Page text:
One of the Valley’s favorite parlor games over the last year has been to debate what the future holds for Quora, and specifically, to speculate who will invest in the company moving forward. All rumors aside, and acknowledging my strong bias in favor of the product and company, I firmly believe that Quora is one of the most important, impressive, and disruptive social software companies that exists in the market and, therefore, presents a rare opportunity for venture capital and a potentially outsized return.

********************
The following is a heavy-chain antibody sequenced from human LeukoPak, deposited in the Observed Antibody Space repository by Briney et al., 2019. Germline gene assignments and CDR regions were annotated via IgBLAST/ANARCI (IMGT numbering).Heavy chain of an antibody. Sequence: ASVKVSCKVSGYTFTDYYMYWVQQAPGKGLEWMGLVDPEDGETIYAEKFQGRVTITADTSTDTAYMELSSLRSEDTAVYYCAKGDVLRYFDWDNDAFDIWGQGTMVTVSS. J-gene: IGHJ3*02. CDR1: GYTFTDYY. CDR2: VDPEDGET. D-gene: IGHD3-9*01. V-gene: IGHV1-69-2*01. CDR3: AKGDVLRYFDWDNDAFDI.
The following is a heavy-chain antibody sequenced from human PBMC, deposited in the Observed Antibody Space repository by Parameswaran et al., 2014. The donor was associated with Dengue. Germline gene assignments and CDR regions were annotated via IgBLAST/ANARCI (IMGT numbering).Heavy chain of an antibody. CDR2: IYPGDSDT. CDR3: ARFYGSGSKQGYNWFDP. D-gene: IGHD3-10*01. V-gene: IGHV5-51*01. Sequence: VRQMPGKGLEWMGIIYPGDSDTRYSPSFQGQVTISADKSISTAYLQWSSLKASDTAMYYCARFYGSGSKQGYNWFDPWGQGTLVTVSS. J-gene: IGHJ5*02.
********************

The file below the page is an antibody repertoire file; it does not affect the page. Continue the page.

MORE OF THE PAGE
Before I lay out my arguments as to why I’m so bullish, I have to note and address the most common refrains lodged against the company and my responses. “They have no revenue!” That doesn’t matter yet. “I don’t use it anymore.” Try not to extrapolate from your own behavior. “I don’t like the boards.” The boards are just a tacti to refer traffic, and the only issue is that board-activity ends up in your newsfeed. I agree Quora should fix that, but it’s a small problem. “The newsfeed is noisy.” Well, stop following one thousand people or topics, or just search on the site. “It’s not growing.” Quora isn’t totally focused on growth yet, but they are laying the foundation for it, especially with one specific hire. They are just finishing their product. It was a long beta. “They haven’t nailed the social aspect.” I’d say this is actually a valid criticism — more on this below.